Alvernaz Sentenced, Local Agencies Credited
July 19, 2017
The United States Attorney's Office announced that Toni Louise Plummer-Alvernaz was sentenced to one year in prison, $246,024 in restitution and a $100 special assessment for her involvement in a long running embezzlement scheme involving two northeast Montana charities. The sentencing occurred on July 14, before U.S. District Chief Judge Dana Christensen in Great Falls.
Plummer had been the director for the Montana Native Women's Coalition and the Women's Resource Center in Glasgow. The organizations had received over $1.6 million in federal grant funds from the Department of Justice's Office on Violence Against Women during her tenure. She embezzled approximately 15 percent of the grants by inflating work hours, using the organization's credit cards for vacations to Mount Rushmore and California, claiming travel when no such travel occurred, cash advances, bonuses and paying family members money that they were not entitled to receive.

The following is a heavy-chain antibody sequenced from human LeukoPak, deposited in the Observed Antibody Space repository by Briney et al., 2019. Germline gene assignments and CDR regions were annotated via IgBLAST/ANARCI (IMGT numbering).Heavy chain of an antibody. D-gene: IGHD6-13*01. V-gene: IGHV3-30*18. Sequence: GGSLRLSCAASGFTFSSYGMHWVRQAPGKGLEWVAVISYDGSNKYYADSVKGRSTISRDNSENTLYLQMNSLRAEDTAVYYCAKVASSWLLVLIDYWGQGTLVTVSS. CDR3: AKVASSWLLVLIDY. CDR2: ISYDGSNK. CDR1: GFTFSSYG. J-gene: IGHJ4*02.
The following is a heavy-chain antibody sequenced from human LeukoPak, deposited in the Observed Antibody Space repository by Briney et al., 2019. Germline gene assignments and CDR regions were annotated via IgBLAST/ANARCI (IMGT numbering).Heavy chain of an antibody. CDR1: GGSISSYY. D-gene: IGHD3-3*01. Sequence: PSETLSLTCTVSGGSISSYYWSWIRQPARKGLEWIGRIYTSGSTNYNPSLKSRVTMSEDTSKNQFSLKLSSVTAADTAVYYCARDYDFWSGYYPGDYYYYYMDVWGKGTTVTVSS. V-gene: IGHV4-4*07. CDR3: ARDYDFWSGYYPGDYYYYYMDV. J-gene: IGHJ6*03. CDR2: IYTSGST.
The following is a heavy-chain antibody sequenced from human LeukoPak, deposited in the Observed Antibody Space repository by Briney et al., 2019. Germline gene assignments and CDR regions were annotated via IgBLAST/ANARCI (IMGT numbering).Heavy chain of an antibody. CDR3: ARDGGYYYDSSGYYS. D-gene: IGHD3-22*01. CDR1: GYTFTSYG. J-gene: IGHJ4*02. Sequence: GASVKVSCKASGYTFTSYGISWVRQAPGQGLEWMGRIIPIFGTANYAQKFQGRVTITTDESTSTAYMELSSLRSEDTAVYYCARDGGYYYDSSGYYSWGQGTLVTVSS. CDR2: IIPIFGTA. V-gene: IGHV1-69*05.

As a result of those federal funds, the case fell to the Federal Bureau of Investigation and the U.S. Attorney's Office to prosecute. The investigation was conducted by FBI Special Agents out of the Glasgow field office, with cooperation from local law enforcement agencies. A press release from the U.S. Attorney's Office in Great Falls stated, "The Plummer case was investigated by the Federal Bureau of Investigation, Department of Justice - Office of Inspector General, and local law enforcement." Both Glasgow Chief of Police Bruce Barstad and Valley County Sheriff Verne Buerkle testified at the sentencing hearing.
The prosecuting attorney Ryan Weldon stated in a sentencing memo filed in court that, "Ms. Plummer chose to victimize victims yet again by stealing that money, which was meant for some of the most vulnerable individuals in the community." Weldon stated at sentencing that this type of crime, "tears at the moral fabric of the community."